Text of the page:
A Government-commissioned review into selective licensing has backed the creation of a national landlord register.
The review described selective licensing as an “effective policy tool” but has recommended a range of reforms.
The Opinion Research Services review suggests a national landlord register would help complement selective licensing schemes and provide easy access to data on who should have a licence.
The research highlights a lack of data on the rental sector as a key problem with effective licensing and enforcement.
It said: “A national registration scheme would go a long way toward solving these data related problems.
“Such as scheme would allow for far more accurate enumeration of the private rented sector at the planning stage and would facilitate the ongoing identification of unlicensed properties in an active designation. These factors would increase the effectiveness of any selective licensing scheme significantly.
“As such, national registration would at the very least complement and support selective licensing.”
The review authors said they were not tasked with recommending how such as scheme would work but added that there is “significant appetite for such an initiative”.
It is unclear whether this would apply to lettings agents, but it is believed they may fall out of the scope as they would be eventually be covered by new regulations in the sector.
Other recommendations include amending the mandatory licence conditions to include a standard requirement on property condition that covers the absence of serious hazards and introducing a “light touch” process to renew existing schemes.
The document also suggests letting local authorities charge for the enforcement element of the licence fee on a prorated basis to reflect the remainder of the designation period.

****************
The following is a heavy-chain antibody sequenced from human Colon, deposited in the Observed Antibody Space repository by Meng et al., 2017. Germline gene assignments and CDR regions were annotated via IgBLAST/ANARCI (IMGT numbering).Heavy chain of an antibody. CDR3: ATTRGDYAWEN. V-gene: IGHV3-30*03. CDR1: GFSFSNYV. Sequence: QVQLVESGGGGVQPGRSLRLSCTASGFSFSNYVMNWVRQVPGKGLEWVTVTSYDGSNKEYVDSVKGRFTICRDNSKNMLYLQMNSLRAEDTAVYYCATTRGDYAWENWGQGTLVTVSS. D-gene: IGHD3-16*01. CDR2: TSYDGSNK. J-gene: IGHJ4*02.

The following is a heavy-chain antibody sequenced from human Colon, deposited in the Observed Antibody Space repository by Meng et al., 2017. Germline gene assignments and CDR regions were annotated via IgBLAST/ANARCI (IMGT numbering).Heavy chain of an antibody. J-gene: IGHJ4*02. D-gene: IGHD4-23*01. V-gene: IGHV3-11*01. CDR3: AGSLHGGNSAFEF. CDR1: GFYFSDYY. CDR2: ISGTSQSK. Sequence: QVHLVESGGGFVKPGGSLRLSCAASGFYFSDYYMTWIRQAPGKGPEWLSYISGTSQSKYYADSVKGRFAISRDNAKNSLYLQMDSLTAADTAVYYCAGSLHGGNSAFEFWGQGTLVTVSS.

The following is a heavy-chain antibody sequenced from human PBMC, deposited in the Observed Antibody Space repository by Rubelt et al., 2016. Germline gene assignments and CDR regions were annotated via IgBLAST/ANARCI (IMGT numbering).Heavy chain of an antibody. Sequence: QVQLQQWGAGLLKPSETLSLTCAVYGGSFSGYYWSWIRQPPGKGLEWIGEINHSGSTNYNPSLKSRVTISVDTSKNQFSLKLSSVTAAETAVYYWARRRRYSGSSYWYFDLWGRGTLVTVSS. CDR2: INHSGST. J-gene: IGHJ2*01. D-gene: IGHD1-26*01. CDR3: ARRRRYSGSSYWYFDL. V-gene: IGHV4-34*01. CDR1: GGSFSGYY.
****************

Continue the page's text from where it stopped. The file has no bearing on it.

Responding to the recommendations, John Stewart, policy manager for the Residential Landlords Association (RLA), said a register would not work.
He said: “Ministers have repeatedly made clear that a national register of landlords would become an unnecessary and costly additional layer of bureaucracy.
“We agree. All it would become is a list of good landlords which brings us no closer to finding the crooks that operate under the radar.
“Selective licensing has become a replacement for lost central Government funding and provides no assurances to tenants about the quality of accommodation.
“Properties do not need to be inspected before a landlord is given a licence and the RLA has found that many councils are charging eye-watering sums of money for almost nothing in return.
“Local authorities need the will and the resources to put real effort into finding the criminal landlords who never come forward to make themselves known.
“That means using a range of information they can already access including council tax returns, information on tenancy deposits and benefit data to root out the minority of landlords who bring the sector into disrepute.”
A Ministry of Housing, Communities and Local Government spokesman said: “Select licensing has made a real difference to areas across the country. This report further demonstrates that with proper planning, consultation and implementation, these schemes can make a real difference to the quality of homes people live in.
“The report does highlight some important matters which require further consideration, and we will work with the sector to continue to understand their concerns before responding fully.”